[T]he Mueller report is an unmistakable act of deference to Congress’s primary jurisdiction over accountability for the president. The House Judiciary Committee must now pick up where Mr. Mueller left off and begin holding proceedings to determine whether Mr. Trump abused the powers of his office.
The report details egregious evidence of obstruction, emphasizing the pattern of conduct that the president took after James Comey, then the F.B.I. director, confirmed the bureau’s investigation into possible links between the Trump campaign and Russia.
Much of the most alarming conduct is well known: The president pressured officials, including Mr. Comey, to clear him publicly; he fired Mr. Comey because of his unwillingness to publicly state that the president was not under investigation, possibly to protect himself from an investigation into his campaign; he engaged in efforts to curtail the special counsel investigation, including by having his former campaign manager Corey Lewandowski deliver a demand to Attorney General Jeff Sessions that he, too, publicly clear Mr. Trump and curtail the scope of the Russia investigation; he directed aides to withhold emails and drafted a misleading public statement for his son Donald Trump Jr. about the June 2016 meeting with several Russians at Trump Tower; he ordered the White House counsel, Don McGahn, to deny that he tried to fire the special counsel; and through his lawyers he appears to have floated the possibility of pardons for Paul Manafort, Rick Gates and Michael Cohen, three Trump associates who were charged by the special counsel.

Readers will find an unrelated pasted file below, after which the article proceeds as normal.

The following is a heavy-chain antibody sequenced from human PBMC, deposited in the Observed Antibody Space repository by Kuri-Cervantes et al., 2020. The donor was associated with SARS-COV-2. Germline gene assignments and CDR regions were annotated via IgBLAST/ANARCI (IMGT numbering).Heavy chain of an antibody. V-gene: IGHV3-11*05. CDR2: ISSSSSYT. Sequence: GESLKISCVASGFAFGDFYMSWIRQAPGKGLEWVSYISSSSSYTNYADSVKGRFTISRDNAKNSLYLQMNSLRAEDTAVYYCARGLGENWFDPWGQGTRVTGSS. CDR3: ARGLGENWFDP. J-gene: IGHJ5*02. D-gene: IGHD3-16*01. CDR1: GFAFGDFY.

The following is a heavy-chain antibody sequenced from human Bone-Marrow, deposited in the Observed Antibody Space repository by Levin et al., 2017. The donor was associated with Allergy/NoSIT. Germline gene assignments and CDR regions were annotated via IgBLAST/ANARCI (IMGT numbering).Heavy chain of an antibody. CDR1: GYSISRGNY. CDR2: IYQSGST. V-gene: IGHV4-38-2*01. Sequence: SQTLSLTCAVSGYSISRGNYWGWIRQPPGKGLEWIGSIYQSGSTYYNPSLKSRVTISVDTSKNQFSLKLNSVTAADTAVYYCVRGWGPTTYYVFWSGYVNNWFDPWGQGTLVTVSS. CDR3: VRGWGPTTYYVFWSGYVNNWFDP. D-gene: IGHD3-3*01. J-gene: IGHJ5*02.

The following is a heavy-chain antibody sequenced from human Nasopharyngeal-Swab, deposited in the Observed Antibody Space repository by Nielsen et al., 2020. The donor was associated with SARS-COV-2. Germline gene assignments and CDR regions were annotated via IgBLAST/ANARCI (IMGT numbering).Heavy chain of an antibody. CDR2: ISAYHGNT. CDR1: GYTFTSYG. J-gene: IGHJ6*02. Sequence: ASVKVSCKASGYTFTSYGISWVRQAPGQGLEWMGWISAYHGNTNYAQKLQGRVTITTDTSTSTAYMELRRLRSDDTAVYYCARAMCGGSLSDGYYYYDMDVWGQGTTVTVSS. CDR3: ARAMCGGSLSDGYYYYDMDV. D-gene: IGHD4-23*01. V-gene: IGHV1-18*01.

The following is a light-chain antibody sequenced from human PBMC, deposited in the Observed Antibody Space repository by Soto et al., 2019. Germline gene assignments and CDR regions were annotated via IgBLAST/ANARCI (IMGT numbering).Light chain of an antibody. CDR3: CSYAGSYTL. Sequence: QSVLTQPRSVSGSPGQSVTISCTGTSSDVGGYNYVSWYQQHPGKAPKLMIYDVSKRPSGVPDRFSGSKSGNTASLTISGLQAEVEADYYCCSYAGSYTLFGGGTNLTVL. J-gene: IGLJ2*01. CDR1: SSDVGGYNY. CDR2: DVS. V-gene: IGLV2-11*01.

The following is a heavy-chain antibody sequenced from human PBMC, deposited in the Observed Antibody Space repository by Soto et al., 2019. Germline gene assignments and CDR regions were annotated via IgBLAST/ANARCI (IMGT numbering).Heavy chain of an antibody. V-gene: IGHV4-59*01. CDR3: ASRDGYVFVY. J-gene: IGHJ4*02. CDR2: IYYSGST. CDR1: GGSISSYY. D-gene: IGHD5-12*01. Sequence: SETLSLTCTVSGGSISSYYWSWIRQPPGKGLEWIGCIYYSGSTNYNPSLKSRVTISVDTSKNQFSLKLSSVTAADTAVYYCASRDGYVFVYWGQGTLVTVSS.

Mr. Mueller also corroborates Mr. Comey’s accounts of two interactions with Mr. Trump, including the infamous Oval Office meeting where Mr. Trump asked him to “let Flynn go.” He emphasizes that the “way in which the president communicated the request to Comey” is critical in understanding Mr. Trump’s potentially corrupt intent. As the report emphasizes, “it is important to view the president’s pattern of conduct as a whole” — including the ways in which the president “used his unique ability” to influence others by attacking the investigation or potential witnesses via mass communications.
Crucially, the report explicitly rejects many of the most prominent defenses of the president that have been articulated by the president’s lawyers and Attorney General Barr. [Continue reading…]
The federal crime of obstruction has three elements: an obstructive act, some kind of nexus between the obstructive act and an official proceeding, and corrupt intent. The “official proceeding” does not have to exist yet—it can be “pending or contemplated”—and the “nexus” need only be “a relationship in time, causation, or logic.” Mueller’s report runs through various actions by the president that arguably meet this definition, and it analyzes each one in light of the elements of obstruction. He concluded that five acts supported a reasonable inference of obstruction of justice. [Continue reading…]